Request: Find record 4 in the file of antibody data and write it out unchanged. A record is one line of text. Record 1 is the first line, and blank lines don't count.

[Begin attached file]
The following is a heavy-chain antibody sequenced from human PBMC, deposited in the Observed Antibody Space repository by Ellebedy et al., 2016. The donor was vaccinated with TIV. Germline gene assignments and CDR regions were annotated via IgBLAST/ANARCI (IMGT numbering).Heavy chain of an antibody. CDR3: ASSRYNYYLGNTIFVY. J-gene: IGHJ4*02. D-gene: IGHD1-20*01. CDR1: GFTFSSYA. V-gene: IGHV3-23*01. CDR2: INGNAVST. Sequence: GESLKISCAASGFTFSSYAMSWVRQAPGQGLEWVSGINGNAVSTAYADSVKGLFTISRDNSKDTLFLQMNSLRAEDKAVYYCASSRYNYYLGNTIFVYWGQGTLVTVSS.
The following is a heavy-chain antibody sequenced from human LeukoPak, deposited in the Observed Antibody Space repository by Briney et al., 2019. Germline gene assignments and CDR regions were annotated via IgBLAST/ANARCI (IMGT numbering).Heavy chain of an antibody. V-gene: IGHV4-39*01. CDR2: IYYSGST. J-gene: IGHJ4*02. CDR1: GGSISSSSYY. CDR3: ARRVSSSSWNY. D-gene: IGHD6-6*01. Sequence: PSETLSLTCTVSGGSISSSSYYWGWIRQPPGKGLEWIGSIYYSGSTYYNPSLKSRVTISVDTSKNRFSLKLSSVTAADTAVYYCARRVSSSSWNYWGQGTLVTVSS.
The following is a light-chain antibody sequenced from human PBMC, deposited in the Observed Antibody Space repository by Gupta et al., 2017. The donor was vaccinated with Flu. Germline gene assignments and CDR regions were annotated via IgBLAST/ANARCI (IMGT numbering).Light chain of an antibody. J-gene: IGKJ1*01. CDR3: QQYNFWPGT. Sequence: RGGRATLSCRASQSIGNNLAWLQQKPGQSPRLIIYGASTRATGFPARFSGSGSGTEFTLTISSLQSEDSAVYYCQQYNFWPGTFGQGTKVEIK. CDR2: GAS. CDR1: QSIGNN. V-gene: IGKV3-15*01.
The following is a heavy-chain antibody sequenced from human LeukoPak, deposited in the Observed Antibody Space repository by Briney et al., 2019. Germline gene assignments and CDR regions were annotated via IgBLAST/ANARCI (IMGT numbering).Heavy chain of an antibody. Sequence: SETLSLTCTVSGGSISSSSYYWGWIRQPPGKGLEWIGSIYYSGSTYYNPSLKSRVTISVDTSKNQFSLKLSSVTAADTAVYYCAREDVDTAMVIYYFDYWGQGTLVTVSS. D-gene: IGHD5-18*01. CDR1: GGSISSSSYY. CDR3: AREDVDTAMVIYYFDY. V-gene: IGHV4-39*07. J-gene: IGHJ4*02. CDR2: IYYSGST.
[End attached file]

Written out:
The following is a heavy-chain antibody sequenced from human LeukoPak, deposited in the Observed Antibody Space repository by Briney et al., 2019. Germline gene assignments and CDR regions were annotated via IgBLAST/ANARCI (IMGT numbering).Heavy chain of an antibody. Sequence: SETLSLTCTVSGGSISSSSYYWGWIRQPPGKGLEWIGSIYYSGSTYYNPSLKSRVTISVDTSKNQFSLKLSSVTAADTAVYYCAREDVDTAMVIYYFDYWGQGTLVTVSS. D-gene: IGHD5-18*01. CDR1: GGSISSSSYY. CDR3: AREDVDTAMVIYYFDY. V-gene: IGHV4-39*07. J-gene: IGHJ4*02. CDR2: IYYSGST.